LePage Vows to Push Ballot Measure to Eliminate Income Tax
AUBURN, Maine - Gov. Paul LePage says he'll push a statewide ballot measure in 2016, asking voters to amend the Maine Constitution to eliminate the state income tax. LePage made the announcement in Auburn at the third in a series of town hall meetings on his ambitious tax reform plans.
The events let citizens show up and speak with the governor, one on one, about how his proposals might impact their bottom lines. LePage encountered a mixture of support and skepticism at last night's session.
When presidents and governors want sell a controversial policy change, town hall meetings are often the go-to strategy. These gatherings usually have a few things in common: They're highly scripted and slickly produced. There's a captive audience. And there's the politician at the center of it all, smooth, polished, microphone in hand or affixed to the suit lapel, moving easily around the room, sometimes speaking in generalities.
Gov. Paul LePage's tax forum in Auburn was nothing like this. It all began at a little after 6, when LePage walked onstage at Edward Little High School and sat down at a table. "Good evening all. What I want to talk to you about tonight is our current budget proposal to the Legislature and tell you why we are doing this."
Part of the governor's appeal, to his supporters, is his no nonsense, general manager-esque approach to governing and politics. And he opened last night's forum with a typically blunt take on what's holding Maine back. Our people are too old, he said. Energy costs are too high. And so are taxes.
"My goal is to pass a constitutional amendment, in 2016, which will require the state to eliminate the income tax forever," he said.
In the near term, LePage is trying to persuade Mainers - and, by extension, the lawmakers who represent them - to back changes that will begin moving the state in this direction. The governor's two-year budget drops the income tax rate from 7.95 percent to 5.75 percent. Corporate income taxes would drop from 8.93 percent to 6.75 percent and the sales tax would go up - from 5.5 percent to 6.5 percent.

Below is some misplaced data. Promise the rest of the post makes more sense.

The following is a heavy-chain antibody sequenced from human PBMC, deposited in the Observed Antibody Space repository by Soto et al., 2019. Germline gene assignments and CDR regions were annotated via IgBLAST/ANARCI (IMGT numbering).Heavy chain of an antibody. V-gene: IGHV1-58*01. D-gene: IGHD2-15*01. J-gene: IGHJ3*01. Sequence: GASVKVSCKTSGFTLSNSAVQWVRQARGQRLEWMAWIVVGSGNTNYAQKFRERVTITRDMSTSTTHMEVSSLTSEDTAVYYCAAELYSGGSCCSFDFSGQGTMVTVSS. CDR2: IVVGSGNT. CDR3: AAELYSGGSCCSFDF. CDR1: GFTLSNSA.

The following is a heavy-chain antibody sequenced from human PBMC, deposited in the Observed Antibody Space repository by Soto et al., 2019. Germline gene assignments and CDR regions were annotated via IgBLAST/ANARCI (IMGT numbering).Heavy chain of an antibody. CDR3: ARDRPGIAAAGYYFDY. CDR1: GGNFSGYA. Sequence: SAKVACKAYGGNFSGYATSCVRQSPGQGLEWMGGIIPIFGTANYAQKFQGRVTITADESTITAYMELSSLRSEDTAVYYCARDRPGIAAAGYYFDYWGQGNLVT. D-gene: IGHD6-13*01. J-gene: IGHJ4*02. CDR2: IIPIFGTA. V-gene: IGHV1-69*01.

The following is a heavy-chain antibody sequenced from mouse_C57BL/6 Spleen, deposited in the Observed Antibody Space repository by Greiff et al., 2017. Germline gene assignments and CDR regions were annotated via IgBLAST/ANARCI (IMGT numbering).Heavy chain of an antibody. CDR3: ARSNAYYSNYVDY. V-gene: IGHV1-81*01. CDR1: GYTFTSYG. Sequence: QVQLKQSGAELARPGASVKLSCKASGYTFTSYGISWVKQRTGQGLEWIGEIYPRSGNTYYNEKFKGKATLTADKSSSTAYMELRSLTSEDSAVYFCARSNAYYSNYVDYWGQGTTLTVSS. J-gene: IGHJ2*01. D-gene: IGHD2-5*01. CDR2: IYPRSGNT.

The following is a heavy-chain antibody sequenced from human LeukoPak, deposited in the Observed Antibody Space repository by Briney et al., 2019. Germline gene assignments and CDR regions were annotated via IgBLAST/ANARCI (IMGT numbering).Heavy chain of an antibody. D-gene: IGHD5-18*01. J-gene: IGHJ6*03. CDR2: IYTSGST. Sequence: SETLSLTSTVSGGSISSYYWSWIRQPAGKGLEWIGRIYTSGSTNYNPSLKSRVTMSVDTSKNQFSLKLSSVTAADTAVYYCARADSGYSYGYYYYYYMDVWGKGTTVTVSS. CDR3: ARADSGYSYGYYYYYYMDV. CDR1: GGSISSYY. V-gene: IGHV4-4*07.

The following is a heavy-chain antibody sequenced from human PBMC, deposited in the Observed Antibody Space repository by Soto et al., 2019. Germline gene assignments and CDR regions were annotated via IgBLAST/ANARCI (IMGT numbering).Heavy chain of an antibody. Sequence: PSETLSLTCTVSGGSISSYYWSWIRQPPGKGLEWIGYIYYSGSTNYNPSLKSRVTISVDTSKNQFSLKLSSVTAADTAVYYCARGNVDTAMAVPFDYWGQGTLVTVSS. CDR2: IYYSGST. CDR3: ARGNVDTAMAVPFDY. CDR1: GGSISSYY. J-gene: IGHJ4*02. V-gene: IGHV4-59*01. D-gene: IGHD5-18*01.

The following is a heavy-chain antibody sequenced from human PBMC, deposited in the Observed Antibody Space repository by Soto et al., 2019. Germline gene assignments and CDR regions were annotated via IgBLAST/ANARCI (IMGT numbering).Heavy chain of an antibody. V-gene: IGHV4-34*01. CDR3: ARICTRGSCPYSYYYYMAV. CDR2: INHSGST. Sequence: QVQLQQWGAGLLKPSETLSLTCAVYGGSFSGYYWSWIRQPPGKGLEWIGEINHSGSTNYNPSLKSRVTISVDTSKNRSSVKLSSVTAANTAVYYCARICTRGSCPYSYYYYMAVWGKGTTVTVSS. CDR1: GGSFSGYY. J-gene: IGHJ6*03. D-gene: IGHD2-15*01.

The budget would also end state revenue sharing with municipalities, and instead, impose a property tax on non-profits that have more than $500,000 in property. This proposed change worried some in the crowd, including Bernice Frazier.
"Many people are worried about property taxes on churches," she said.
"Very good question," the governor responded. "Number one is, I don't tax churches and would never tax a church, 'cause the almighty is going to get me."
Some, in the crowd though, were not in a joking mood on the subject of a possible end to revenue sharing. Jim Lysen, an active member of the Maine People's Alliance, got up from his seat and stepped into the aisle to address the governor. Lysen is the former city planner in Lewiston.
"Why does it make sense to further exacerbate local municipalities with this tax shift to, really, the taxpayers themselves and some regressive taxes, at a time when income inequality is the worst it's been in the history of the planet?" he asked. "So that's my question. Why now?"
"Why now, because frankly it never should have been here," LePage replied. "Bringing in the income tax was the start of the downslide of the state of Maine."
The hour-long session went by quickly. When it was over, the governor lingered for a few minutes shaking hands, before heading back to Augusta.
"I really think the governor is terrific. He's a people person," said former Republican state Sen. Lois Snowe-Mello, who says a cut to the income tax rate would help her deal with a costly medical problem. Snowe-Mello's husband has dementia.
"I have a husband that's at Clover Health Care. And I pay, out of pocket, $6,000-$,7000, and I am drawing down on my investments," she says. "And, very soon, I'm going to have to apply for MaineCare.
Taxes are tough, Snowe-Mello added. We need to educate people. As she prepared to head out, Snowe-Mello had a stack of booklets, spelling out the governor's tax proposals, tucked under one arm.